John Gibson Collection
Headquarters 2nd Brigade, 2nd Division, 6th Corps
Sept. 17th 1864
Major Chas Mundee
Asst. Adjt. Genl.
I have the honor to make the following report of the operations of this Brigade from the time it left Cold Harbor June 12, to the time it embarked at City Point for Washington July 9th 1864.
Leaving Cold Harbor at midnight we crossed the Chicahominy at Jones Bridge on the 13th of June and continued the march the next day towards the James River and encamped about one mile from Charles City Court House and remained in that vicinity until the evening of June 16th when we crossed the James River and marched for Petersburg where we arrived on the afternoon of the 17th. The Brigade relieved Gen. Brooks Division of the 18th Corps and occupied the rebel works which had been carried by that Corps. The 2nd Vt. And part of the 5th Vt. went to the front on picket.
On the morning of the 18th there was a general attack upon the enemy's works and it was ascertained that the enemy's main lines had fallen back during the night. Later in the day the enemy was attacked in his rear position. The Brigade except for the 2nd and the 5th Vt. Regts. which held the skirmish line took no part in the engagement being held in reserve.
On the evening of the 19th the Brigade relieved Wheaton's and Edward's Brigade from the front line and held it during the next day skirmishing with the enemy during the day. While in this position the enemy opened upon us heavy artillery fire from the front and also several batteries across the Appamattox to our right and rear, inflicting however but small loss.
Upon the evening of June 20th the Brigade was relieved from it's position on the right and moving to the left it relieved Gen. Gibbon's Division of the 2nd Corps and held that position twenty four hours. The front line was more or less engaged during the day.
On the evening of the 21st, I was relieved from the front by a Division of the 18th Corps and following the other Brigades of the Division marched to the entire left of the army and halted the next morning near the "Williams House".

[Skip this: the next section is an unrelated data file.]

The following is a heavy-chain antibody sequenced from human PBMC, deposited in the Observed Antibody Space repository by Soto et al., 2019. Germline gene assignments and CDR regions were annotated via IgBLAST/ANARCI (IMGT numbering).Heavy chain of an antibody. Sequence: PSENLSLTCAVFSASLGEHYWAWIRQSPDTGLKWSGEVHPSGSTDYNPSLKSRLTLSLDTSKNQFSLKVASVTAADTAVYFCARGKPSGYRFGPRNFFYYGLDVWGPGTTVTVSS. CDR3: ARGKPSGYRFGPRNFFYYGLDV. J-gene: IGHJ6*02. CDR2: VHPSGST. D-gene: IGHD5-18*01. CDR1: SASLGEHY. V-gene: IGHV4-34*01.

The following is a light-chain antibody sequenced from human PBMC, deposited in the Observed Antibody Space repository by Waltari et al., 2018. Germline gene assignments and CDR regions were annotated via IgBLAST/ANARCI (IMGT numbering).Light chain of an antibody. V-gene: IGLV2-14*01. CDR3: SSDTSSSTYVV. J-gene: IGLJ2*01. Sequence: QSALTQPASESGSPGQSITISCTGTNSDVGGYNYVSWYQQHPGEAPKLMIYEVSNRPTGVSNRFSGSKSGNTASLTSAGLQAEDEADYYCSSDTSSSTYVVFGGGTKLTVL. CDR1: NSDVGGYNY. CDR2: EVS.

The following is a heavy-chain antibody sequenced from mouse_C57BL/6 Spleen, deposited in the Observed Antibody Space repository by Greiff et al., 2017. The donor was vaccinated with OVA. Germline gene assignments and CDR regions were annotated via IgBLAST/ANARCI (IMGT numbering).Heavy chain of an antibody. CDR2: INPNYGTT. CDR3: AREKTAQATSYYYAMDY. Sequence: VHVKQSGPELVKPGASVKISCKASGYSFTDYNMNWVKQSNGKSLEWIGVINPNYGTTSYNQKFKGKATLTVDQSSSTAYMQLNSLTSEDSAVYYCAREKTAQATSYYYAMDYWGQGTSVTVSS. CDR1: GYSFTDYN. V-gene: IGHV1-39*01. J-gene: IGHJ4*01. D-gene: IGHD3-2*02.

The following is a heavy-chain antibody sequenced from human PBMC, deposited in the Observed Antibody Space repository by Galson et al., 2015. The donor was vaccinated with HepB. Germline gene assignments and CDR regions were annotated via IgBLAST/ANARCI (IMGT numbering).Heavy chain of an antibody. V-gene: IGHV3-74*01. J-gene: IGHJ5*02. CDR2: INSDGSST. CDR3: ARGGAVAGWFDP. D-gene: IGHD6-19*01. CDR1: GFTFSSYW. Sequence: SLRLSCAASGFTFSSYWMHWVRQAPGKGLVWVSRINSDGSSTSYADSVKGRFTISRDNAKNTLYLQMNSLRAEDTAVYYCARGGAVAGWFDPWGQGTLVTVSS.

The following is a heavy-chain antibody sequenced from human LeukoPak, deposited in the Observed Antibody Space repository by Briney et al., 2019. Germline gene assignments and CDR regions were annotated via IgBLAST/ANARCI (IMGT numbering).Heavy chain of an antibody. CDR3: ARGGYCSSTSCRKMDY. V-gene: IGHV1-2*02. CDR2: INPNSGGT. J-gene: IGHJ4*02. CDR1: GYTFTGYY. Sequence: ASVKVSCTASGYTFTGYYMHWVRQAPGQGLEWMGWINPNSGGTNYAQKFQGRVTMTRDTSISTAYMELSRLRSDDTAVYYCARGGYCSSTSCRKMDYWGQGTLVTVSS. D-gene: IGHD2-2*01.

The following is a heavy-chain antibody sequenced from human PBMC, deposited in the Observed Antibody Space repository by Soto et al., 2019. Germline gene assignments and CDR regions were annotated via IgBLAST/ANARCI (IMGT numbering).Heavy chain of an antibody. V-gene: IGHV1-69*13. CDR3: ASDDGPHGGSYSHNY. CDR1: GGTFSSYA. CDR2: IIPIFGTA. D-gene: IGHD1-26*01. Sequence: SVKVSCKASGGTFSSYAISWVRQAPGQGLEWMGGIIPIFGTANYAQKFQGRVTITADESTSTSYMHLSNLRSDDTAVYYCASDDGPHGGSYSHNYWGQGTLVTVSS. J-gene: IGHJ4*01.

This Brigade took position on the left of Rickett's Division, and as that Division advanced in line, I was ordered to move by the flank so as to protect his left. Subsequently the whole force fell back and commenced fortifying near the Williams House. The orders were however soon changed and an attack on the enemy's position just after dark. The main force of the enemy by this time had fallen back and the charge was made for about a mile through thick brush. I was ordered to follow and protect the left flank of Rickett's Division, which order was obeyed, and the Brigade got into position on the left, about one mile from the Weldon Railroad, late that night. The 4th Vt. Was placed on picket to protect our then present front and flank.
June 23rd. No enemy appeared in our immediate front. Captain Beattie 3rd Vt. Com'd about ninety picked men as Sharpshooters pushed to the left and front as far as the Weldon Railroad, and a portion of the Pioneers of this Brigade went out to the road and commenced it's destruction. At the same time I was called upon for 200 men, properly officered to report to Lieut. Col. S.E. Pingree 3rd Vt. General Officer of the Day. The detail was made from the 11th Vt. And the men were deployed so as to form a skirmish line from the right of the 4th Vt. to the Railroad for the purpose of protecting the pioneers, and at the same time of maintaining a connection with the main force. Soon after, I was called upon for another detail to support the line. This detail was to be reported by a Brigade Staff Officer at a house named, to a Division Staff Officer, and by him placed in position. Major C.K. Fleming 11th Vt. Was sent out in command of the force and received instructions from the Division Commander through the officer of his staff. Major Flemming's command was posted about half or three-fourths of a mile in front and to the left of the Brigade which constituted the extreme left of the line.